In the absence of formal training – which will be rectified, I will be conducting regular simulated falls at home. Obviously, I won’t actually be sliding anywhere, but it will give me the opportunity to get my ‘muscle-memory’ tuned up so that the moves become instinctive.
The second phase of my self training will take place on the hills – assuming there is snow around. I will practice all eight basic falls, until I am happy with them. As I stated above, if I can’t get the self arrests to work, I will be re-planning my route to avoid areas where I will potentially need the axe.
Next up are the little less exciting gaiters!
These are required to prevent snow getting into the top of my boots. They will also come in very handy for places like Dartmoor with its deep bogs. If I had a pair of these on my last two walks there I would have ended up with dry feet! In many respects, I should have bought a pair of these a long time ago 🙂
With snow, inevitably comes ice and the potential to slip. For basic icy conditions I have bought a set of Pogu Micro Spikes.
These will be used in marginal conditions where there is no need to break out full-sized crampons. My expectation is that I’m far more likely to use these than the actual crampons themselves.
They are very easy to put on the boots – the rubber material just stretches around them. Once on, the boots become equipped with a set of metal spikes that should act as a good traction aid in icy conditions.
For situations where micro spikes are not enough I have bought a set of C1 10 point Grivel G10 crampons.
These seem to fit my Scarpa Activ-SL boots perfectly – so I guess the B1 – C1 system does actually work! I was however a little sceptical, hence a visit to an actual store to test them out prior to purchase.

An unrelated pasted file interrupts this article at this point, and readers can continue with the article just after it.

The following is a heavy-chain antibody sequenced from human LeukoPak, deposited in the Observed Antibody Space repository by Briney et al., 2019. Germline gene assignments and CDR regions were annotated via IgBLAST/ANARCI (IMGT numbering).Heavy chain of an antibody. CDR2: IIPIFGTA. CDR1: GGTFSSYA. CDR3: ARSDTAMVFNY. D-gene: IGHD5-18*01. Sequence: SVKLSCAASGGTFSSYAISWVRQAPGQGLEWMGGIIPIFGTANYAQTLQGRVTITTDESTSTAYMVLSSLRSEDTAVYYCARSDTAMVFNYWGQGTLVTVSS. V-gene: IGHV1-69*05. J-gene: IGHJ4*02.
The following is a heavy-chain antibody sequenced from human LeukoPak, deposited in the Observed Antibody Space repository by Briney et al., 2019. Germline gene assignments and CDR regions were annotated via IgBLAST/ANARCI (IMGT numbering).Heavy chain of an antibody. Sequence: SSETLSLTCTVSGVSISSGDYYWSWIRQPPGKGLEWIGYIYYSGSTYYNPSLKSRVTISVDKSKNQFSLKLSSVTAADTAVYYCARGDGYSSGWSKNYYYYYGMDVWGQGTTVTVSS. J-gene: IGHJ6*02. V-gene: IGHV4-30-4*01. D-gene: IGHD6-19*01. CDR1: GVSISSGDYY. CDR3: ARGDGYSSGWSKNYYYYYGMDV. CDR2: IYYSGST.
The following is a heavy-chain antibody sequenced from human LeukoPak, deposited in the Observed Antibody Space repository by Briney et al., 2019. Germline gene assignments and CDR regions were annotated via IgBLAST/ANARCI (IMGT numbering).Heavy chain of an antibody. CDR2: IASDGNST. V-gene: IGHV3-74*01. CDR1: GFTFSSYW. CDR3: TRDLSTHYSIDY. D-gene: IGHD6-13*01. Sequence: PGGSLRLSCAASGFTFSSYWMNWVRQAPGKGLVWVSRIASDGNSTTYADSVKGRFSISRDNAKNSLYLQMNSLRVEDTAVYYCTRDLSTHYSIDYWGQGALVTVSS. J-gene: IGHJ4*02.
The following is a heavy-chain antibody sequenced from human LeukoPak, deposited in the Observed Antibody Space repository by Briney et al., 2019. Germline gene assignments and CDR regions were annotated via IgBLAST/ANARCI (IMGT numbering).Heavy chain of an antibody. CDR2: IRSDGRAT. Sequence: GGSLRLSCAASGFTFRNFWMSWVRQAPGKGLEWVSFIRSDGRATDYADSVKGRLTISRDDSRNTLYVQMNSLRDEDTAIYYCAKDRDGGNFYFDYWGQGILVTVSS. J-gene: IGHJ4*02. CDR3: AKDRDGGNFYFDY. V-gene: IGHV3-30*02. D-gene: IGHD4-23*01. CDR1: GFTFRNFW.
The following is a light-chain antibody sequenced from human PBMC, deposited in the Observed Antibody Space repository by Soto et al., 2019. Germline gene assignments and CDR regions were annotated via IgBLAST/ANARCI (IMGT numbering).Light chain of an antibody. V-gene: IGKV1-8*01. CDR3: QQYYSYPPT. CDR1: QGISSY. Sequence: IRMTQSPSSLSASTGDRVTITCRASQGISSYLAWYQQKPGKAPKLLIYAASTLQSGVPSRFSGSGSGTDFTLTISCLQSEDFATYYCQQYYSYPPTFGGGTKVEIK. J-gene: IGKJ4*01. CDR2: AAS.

In some respects I’m hoping I won’t ever have to use them, but it will be down to the conditions that I encounter on my 6 day walk.
Like the ice axe, I’m going to have to train myself at home until putting these on and taking them off becomes second nature.
One thing I won’t be using them for is self-arrest training! The reason being that when one is in a slide, one must raise one’s boots off of the ground to prevent the spikes of the crampons making contact. If they do, there is a very real danger of a slip turning into a cartwheel. As such, I will train as if I’m wearing them, but for my own safety they will not be on!
The last piece of winter kit that I acquired is a little controversial – a helmet…
I’m not entirely sure whether I actually need one for winter hiking. I know that if I do take it with me, it will only be worn on a very few occasions – most notably anywhere with a lot of elevation exposure or the potential to have falling rocks or debris.
That said, if I do fall, I’m not sure that wearing such a device would make any real difference.
I guess it all boils down to the question as to whether my climbing activities classify themselves as ‘extreme’ enough to warrant a helmet. Part of me says no, but on the other hand, i feel that I’d rather be wearing one when negotiating some of the more vertical climbs.
I intend to do a lot more research to work out what the standard body of thought is with regard to helmets. That said, at least I’m hiking solo, so there will be no one around to point and stare :p
That rounds out my winter kit. I think that I now have everything I need for next week’s walk. Weather forecasts nearer the time will determine exactly what gets taken and what doesn’t.
I guess the one last thing I should do, is work out how it is all going to be stowed on the rucksack! 🙂